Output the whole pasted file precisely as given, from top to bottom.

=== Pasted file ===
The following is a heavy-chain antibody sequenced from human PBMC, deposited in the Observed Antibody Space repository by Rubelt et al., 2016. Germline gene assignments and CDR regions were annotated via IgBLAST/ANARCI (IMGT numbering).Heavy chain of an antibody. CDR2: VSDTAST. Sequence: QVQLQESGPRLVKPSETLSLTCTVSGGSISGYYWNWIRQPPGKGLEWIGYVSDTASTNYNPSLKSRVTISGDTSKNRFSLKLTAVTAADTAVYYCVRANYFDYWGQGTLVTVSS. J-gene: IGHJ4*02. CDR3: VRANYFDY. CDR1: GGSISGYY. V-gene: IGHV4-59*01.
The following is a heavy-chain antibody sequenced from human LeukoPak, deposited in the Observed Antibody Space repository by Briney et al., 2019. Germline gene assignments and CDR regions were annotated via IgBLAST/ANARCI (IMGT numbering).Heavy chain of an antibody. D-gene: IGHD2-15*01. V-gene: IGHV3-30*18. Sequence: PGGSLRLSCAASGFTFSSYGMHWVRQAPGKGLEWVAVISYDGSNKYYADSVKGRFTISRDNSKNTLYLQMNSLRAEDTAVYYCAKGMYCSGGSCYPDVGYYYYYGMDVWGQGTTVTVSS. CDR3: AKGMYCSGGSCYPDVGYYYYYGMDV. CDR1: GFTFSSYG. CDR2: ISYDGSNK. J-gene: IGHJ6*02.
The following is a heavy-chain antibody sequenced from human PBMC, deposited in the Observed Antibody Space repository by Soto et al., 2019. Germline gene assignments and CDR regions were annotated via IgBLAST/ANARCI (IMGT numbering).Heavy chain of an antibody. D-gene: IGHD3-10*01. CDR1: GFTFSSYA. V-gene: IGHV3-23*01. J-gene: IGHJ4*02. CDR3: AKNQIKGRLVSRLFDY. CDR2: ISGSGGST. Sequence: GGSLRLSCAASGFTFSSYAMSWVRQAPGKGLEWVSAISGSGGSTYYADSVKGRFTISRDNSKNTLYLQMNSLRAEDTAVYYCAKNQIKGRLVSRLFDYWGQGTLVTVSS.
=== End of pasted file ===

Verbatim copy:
The following is a heavy-chain antibody sequenced from human PBMC, deposited in the Observed Antibody Space repository by Rubelt et al., 2016. Germline gene assignments and CDR regions were annotated via IgBLAST/ANARCI (IMGT numbering).Heavy chain of an antibody. CDR2: VSDTAST. Sequence: QVQLQESGPRLVKPSETLSLTCTVSGGSISGYYWNWIRQPPGKGLEWIGYVSDTASTNYNPSLKSRVTISGDTSKNRFSLKLTAVTAADTAVYYCVRANYFDYWGQGTLVTVSS. J-gene: IGHJ4*02. CDR3: VRANYFDY. CDR1: GGSISGYY. V-gene: IGHV4-59*01.
The following is a heavy-chain antibody sequenced from human LeukoPak, deposited in the Observed Antibody Space repository by Briney et al., 2019. Germline gene assignments and CDR regions were annotated via IgBLAST/ANARCI (IMGT numbering).Heavy chain of an antibody. D-gene: IGHD2-15*01. V-gene: IGHV3-30*18. Sequence: PGGSLRLSCAASGFTFSSYGMHWVRQAPGKGLEWVAVISYDGSNKYYADSVKGRFTISRDNSKNTLYLQMNSLRAEDTAVYYCAKGMYCSGGSCYPDVGYYYYYGMDVWGQGTTVTVSS. CDR3: AKGMYCSGGSCYPDVGYYYYYGMDV. CDR1: GFTFSSYG. CDR2: ISYDGSNK. J-gene: IGHJ6*02.
The following is a heavy-chain antibody sequenced from human PBMC, deposited in the Observed Antibody Space repository by Soto et al., 2019. Germline gene assignments and CDR regions were annotated via IgBLAST/ANARCI (IMGT numbering).Heavy chain of an antibody. D-gene: IGHD3-10*01. CDR1: GFTFSSYA. V-gene: IGHV3-23*01. J-gene: IGHJ4*02. CDR3: AKNQIKGRLVSRLFDY. CDR2: ISGSGGST. Sequence: GGSLRLSCAASGFTFSSYAMSWVRQAPGKGLEWVSAISGSGGSTYYADSVKGRFTISRDNSKNTLYLQMNSLRAEDTAVYYCAKNQIKGRLVSRLFDYWGQGTLVTVSS.